Firsthand accounts of the situation in Venezuela

Feb 27, 2019

By Jeff Van Pelt

On February 24, my wife and I attended a very moving presentation at Fishbon del Sur, given by a panel of 3 Venezuelan refugees, one a spinal surgeon now practicing at Monte Sinai Hospital here in Cuenca. Eight or ten refugees, who have opened three Venezuelan restaurants, sold food and came on stage briefly to tell us about their restaurants.

Some of their stories brought tears to my eyes. One talked about being robbed so often that he started staying home and eating only what he could get at a nearby store that he could get to safely. Another needed a Caesarean delivery and she had to go around town to find the necessary supplies, including surgical gloves. There was no pain medication available after the surgery, when the anesthesia wore off, and she said the pain was terrible, yet she said she was “one of the luckier patients.” Another person’s mother was close to death because kidney dialysis was no longer available.

Venezuelan refugees in Ecuador.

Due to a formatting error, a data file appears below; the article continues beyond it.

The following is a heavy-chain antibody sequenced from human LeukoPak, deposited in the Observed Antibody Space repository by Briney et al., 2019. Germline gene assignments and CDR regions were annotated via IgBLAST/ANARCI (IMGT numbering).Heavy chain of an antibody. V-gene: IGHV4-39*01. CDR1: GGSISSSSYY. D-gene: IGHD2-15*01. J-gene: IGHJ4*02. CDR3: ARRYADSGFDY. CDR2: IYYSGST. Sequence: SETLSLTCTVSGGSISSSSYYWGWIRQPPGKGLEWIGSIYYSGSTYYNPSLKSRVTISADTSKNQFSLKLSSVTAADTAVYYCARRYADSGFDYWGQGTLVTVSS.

One individual said the military is putting common soldiers on the front line at the border, many of them women, blocking humanitarian aid. The masses of people who want the aid were begging the soldiers to think about their families, children, mothers, etc. and some of the soldiers cried but couldn’t do anything for fear of retribution from their commanders.

As bad as it appears to us in the media, I didn’t really comprehend the depths of their misery before hearing these accounts. And yet the doctor said Venezuela has millionaires who ride around in armored cars and can fly to New York, or wherever, whenever they like.

I asked them a question, to which they all gave the same emphatic answer. The question was, “How do most Venezuelans feel about foreign military intervention to remove Maduro?” They said it is absolutely necessary because nothing else can remove him. I then asked which countries should do it. Should it be a South American thing. They said Colombia, Brazil, and Chile are already preparing for this but they need the resources of the United States to succeed.

I think these are the voices we should be paying attention to, not the conspiracy theorists who are so quick to blame all of Venezuela’s problems on the United States’ sanctions and desire for their oil.

If you want to know how you can help Venezuelan refugees in Cuenca, write to Phil Smith at

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